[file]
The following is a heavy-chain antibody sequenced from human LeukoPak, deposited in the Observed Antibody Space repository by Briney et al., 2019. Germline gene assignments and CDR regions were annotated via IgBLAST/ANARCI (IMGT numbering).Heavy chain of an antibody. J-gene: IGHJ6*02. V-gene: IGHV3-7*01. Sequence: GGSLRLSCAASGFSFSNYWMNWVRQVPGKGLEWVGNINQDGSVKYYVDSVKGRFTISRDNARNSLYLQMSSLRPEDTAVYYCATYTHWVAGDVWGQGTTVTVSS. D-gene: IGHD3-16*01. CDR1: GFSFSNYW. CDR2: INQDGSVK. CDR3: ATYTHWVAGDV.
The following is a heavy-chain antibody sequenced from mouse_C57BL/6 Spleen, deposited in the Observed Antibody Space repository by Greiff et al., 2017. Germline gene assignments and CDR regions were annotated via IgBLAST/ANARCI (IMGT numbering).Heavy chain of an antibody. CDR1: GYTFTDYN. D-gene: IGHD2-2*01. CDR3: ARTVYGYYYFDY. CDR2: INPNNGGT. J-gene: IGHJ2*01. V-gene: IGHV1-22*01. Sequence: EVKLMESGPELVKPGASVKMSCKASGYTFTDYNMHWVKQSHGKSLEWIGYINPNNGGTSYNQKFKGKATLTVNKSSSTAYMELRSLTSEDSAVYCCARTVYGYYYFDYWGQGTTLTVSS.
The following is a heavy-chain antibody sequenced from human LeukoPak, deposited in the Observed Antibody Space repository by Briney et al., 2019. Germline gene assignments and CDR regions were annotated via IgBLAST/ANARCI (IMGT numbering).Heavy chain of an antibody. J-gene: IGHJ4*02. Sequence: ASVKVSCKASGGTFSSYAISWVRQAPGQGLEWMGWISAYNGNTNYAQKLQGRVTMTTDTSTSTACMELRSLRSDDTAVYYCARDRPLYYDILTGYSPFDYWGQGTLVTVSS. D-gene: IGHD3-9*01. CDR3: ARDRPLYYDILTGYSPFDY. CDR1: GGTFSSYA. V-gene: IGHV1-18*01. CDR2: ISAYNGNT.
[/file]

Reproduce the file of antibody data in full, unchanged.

The following is a heavy-chain antibody sequenced from human LeukoPak, deposited in the Observed Antibody Space repository by Briney et al., 2019. Germline gene assignments and CDR regions were annotated via IgBLAST/ANARCI (IMGT numbering).Heavy chain of an antibody. J-gene: IGHJ6*02. V-gene: IGHV3-7*01. Sequence: GGSLRLSCAASGFSFSNYWMNWVRQVPGKGLEWVGNINQDGSVKYYVDSVKGRFTISRDNARNSLYLQMSSLRPEDTAVYYCATYTHWVAGDVWGQGTTVTVSS. D-gene: IGHD3-16*01. CDR1: GFSFSNYW. CDR2: INQDGSVK. CDR3: ATYTHWVAGDV.
The following is a heavy-chain antibody sequenced from mouse_C57BL/6 Spleen, deposited in the Observed Antibody Space repository by Greiff et al., 2017. Germline gene assignments and CDR regions were annotated via IgBLAST/ANARCI (IMGT numbering).Heavy chain of an antibody. CDR1: GYTFTDYN. D-gene: IGHD2-2*01. CDR3: ARTVYGYYYFDY. CDR2: INPNNGGT. J-gene: IGHJ2*01. V-gene: IGHV1-22*01. Sequence: EVKLMESGPELVKPGASVKMSCKASGYTFTDYNMHWVKQSHGKSLEWIGYINPNNGGTSYNQKFKGKATLTVNKSSSTAYMELRSLTSEDSAVYCCARTVYGYYYFDYWGQGTTLTVSS.
The following is a heavy-chain antibody sequenced from human LeukoPak, deposited in the Observed Antibody Space repository by Briney et al., 2019. Germline gene assignments and CDR regions were annotated via IgBLAST/ANARCI (IMGT numbering).Heavy chain of an antibody. J-gene: IGHJ4*02. Sequence: ASVKVSCKASGGTFSSYAISWVRQAPGQGLEWMGWISAYNGNTNYAQKLQGRVTMTTDTSTSTACMELRSLRSDDTAVYYCARDRPLYYDILTGYSPFDYWGQGTLVTVSS. D-gene: IGHD3-9*01. CDR3: ARDRPLYYDILTGYSPFDY. CDR1: GGTFSSYA. V-gene: IGHV1-18*01. CDR2: ISAYNGNT.